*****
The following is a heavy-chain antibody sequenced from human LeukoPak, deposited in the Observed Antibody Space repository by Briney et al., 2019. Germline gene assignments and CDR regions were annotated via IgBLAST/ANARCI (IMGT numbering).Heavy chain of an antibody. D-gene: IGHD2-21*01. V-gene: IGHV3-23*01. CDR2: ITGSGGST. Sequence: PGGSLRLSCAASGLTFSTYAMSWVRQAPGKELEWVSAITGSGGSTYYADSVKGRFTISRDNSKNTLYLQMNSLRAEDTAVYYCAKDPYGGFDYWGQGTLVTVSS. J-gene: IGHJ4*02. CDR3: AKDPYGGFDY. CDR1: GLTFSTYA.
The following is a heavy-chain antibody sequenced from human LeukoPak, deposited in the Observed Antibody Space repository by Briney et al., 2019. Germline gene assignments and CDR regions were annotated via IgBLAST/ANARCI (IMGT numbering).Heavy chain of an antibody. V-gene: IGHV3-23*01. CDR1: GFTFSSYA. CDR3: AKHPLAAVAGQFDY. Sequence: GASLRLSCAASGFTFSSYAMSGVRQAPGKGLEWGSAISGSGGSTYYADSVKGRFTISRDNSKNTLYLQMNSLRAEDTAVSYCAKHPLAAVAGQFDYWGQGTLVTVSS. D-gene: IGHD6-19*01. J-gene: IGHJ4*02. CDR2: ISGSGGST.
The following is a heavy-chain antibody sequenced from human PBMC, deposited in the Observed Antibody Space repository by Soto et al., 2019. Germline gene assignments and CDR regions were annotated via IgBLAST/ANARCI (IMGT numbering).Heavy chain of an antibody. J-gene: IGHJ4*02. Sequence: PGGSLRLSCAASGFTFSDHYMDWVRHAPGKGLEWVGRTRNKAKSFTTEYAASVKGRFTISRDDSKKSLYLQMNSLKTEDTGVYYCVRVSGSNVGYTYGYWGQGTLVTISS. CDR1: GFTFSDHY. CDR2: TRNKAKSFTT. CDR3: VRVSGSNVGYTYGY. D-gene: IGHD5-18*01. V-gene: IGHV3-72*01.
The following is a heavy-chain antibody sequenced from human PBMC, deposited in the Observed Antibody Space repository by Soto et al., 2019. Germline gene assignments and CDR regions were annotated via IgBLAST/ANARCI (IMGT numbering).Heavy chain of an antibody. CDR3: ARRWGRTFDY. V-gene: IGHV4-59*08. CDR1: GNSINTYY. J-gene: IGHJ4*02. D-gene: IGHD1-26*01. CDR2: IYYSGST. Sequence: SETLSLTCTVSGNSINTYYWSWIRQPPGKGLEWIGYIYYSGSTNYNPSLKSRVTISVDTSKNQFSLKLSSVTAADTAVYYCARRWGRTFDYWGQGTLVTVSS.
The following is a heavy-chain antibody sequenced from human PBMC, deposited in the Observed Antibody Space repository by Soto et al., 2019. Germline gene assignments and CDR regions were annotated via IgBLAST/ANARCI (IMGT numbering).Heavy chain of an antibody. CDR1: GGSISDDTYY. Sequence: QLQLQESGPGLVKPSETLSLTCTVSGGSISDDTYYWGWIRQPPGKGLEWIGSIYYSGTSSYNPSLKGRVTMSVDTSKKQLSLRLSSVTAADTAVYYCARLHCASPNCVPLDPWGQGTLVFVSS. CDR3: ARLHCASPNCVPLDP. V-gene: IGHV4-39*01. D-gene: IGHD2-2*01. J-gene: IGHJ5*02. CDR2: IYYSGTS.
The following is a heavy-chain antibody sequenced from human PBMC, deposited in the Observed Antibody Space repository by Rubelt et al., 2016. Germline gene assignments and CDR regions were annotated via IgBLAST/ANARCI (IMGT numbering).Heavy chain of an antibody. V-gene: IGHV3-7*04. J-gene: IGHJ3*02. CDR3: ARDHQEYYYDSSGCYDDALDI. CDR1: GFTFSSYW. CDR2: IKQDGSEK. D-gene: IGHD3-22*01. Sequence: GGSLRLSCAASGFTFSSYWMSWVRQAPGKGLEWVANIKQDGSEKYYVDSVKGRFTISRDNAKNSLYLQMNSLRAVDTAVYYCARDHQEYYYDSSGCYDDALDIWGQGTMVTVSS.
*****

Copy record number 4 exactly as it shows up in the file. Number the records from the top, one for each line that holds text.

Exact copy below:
The following is a heavy-chain antibody sequenced from human PBMC, deposited in the Observed Antibody Space repository by Soto et al., 2019. Germline gene assignments and CDR regions were annotated via IgBLAST/ANARCI (IMGT numbering).Heavy chain of an antibody. CDR3: ARRWGRTFDY. V-gene: IGHV4-59*08. CDR1: GNSINTYY. J-gene: IGHJ4*02. D-gene: IGHD1-26*01. CDR2: IYYSGST. Sequence: SETLSLTCTVSGNSINTYYWSWIRQPPGKGLEWIGYIYYSGSTNYNPSLKSRVTISVDTSKNQFSLKLSSVTAADTAVYYCARRWGRTFDYWGQGTLVTVSS.